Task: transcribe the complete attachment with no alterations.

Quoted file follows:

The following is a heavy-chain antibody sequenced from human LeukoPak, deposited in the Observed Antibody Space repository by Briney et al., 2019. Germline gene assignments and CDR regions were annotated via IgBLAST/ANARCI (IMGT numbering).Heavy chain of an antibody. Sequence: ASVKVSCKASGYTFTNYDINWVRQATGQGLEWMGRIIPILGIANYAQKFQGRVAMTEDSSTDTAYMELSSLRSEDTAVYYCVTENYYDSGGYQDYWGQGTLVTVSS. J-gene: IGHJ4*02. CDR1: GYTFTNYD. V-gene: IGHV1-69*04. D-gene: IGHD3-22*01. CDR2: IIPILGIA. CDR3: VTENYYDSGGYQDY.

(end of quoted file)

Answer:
The following is a heavy-chain antibody sequenced from human LeukoPak, deposited in the Observed Antibody Space repository by Briney et al., 2019. Germline gene assignments and CDR regions were annotated via IgBLAST/ANARCI (IMGT numbering).Heavy chain of an antibody. Sequence: ASVKVSCKASGYTFTNYDINWVRQATGQGLEWMGRIIPILGIANYAQKFQGRVAMTEDSSTDTAYMELSSLRSEDTAVYYCVTENYYDSGGYQDYWGQGTLVTVSS. J-gene: IGHJ4*02. CDR1: GYTFTNYD. V-gene: IGHV1-69*04. D-gene: IGHD3-22*01. CDR2: IIPILGIA. CDR3: VTENYYDSGGYQDY.